Germanium speeds silicon circuits 2 to
IBM says it's found a way to increase semiconductor speed between two- and
four-fold: add germanium to a silicon transistor's base. The germanium builds in
an electric field, changing the physics of a device and accelerating electrons
across the transistor, explains IBM Fellow Bernard Meyerson. In addition, the
SiGe transistors are precisely "grown" layer by layer, instead of firing atoms
into silicon, making it possible to boost circuit-design accuracy up to
100-fold. And, because the technology uses mostly conventional silicon, it can
be produced in "regular" semiconductor-fabrication facilities, making it
dramatically less expensive than specialty materials such as gallium arsenide.
Hughes Electronics, which has been working with IBM on the technology, predicts
"availability as early as 1997 of the fastest silicon ICs used in communications
applications to date," according to Hughes spokesman Ron Finnila. For more
information, e-mail firstname.lastname@example.org, visit http://www.research.ibm.com/sigetech/.
Calculating weld safety
Pipelines, reactors, agitators, boilers, exhaust systems, and more need to be repaired or replaced because welded joints fail to reach the end of their anticipated fatigue life. The reason: calculation procedures for ductile steel are inadequate because they cannot take into account the complex multi-axial stresses to which welded joints are exposed. Many designers react by using more and stronger welds than necessary to ensure the safety of the finished product. In an attempt to overcome both problems, Professor Cetin Morris Sonsino at the Fraunhofer Institute, Darmstadt, Germany, has developed the calculation method "hypothesis of effective equivalent stress." The method recognizes that it is local shear strains or stresses that are responsible for the failure of critical component sectors. Based on Sonsino's findings, the Institute has developed software that allows designers to use the calculations in their day-to-day work. The project's success should let designers optimize their plans without having to make allowances for undefined safety factors, leading to considerable materials savings. FAX C.M. Sonsino at (+49) 6151 705 214.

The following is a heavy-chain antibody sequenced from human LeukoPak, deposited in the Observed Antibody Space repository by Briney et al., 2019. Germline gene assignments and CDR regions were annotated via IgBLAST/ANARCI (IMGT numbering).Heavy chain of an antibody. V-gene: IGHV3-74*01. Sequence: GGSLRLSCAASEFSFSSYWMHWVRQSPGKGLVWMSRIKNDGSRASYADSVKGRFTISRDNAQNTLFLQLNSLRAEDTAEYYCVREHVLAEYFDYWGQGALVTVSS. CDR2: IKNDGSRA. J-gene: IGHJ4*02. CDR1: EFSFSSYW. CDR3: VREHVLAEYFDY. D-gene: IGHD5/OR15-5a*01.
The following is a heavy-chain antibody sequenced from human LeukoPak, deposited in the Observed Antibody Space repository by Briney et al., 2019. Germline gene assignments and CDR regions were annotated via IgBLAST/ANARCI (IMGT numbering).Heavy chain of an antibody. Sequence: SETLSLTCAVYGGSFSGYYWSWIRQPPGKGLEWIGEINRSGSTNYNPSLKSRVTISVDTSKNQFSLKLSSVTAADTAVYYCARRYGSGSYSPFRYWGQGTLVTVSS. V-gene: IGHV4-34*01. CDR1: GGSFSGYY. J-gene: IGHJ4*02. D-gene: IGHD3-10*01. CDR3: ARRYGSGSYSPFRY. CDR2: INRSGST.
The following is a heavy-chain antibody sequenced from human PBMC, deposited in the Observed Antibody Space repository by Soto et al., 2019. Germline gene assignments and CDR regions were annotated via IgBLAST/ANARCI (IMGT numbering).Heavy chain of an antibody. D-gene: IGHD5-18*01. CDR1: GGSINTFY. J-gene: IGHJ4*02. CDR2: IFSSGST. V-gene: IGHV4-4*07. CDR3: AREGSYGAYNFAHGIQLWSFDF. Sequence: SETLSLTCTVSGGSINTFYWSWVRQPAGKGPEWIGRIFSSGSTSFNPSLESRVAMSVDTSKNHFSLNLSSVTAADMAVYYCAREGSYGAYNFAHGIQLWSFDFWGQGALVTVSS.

Kiddie video camera uses CMOS chip
VISION, a Scottish electronic imaging company, has linked
with U.S. toy manufacturer Tyco to develop a video camera just for kids. The
Tyco "VideoCam" provides black and white video pictures, which will be relayed
directly into a television via a standard VCR player. The technology combines
both image sensing and image processing on the same CMOS chip. VISION's CMOS
imaging technology has resulted in a lightweight, sturdy, simple to operate, and
cost-effective to make video camera. Advantages include reduced cost, size, and
power requirements. For details, FAX (408) 374-4722, e-mail email@example.com .
ATM switch accelerates data to 5 Gbps